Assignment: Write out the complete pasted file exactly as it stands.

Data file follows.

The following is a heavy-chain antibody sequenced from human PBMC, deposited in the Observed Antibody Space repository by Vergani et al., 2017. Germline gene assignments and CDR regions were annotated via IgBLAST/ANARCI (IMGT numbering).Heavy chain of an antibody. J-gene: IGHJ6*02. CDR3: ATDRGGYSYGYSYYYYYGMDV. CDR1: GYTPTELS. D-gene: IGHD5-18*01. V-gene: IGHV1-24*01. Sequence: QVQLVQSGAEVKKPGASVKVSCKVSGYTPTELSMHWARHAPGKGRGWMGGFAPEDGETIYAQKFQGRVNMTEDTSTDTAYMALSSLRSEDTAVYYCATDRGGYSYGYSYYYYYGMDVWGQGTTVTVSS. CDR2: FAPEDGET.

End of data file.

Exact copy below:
The following is a heavy-chain antibody sequenced from human PBMC, deposited in the Observed Antibody Space repository by Vergani et al., 2017. Germline gene assignments and CDR regions were annotated via IgBLAST/ANARCI (IMGT numbering).Heavy chain of an antibody. J-gene: IGHJ6*02. CDR3: ATDRGGYSYGYSYYYYYGMDV. CDR1: GYTPTELS. D-gene: IGHD5-18*01. V-gene: IGHV1-24*01. Sequence: QVQLVQSGAEVKKPGASVKVSCKVSGYTPTELSMHWARHAPGKGRGWMGGFAPEDGETIYAQKFQGRVNMTEDTSTDTAYMALSSLRSEDTAVYYCATDRGGYSYGYSYYYYYGMDVWGQGTTVTVSS. CDR2: FAPEDGET.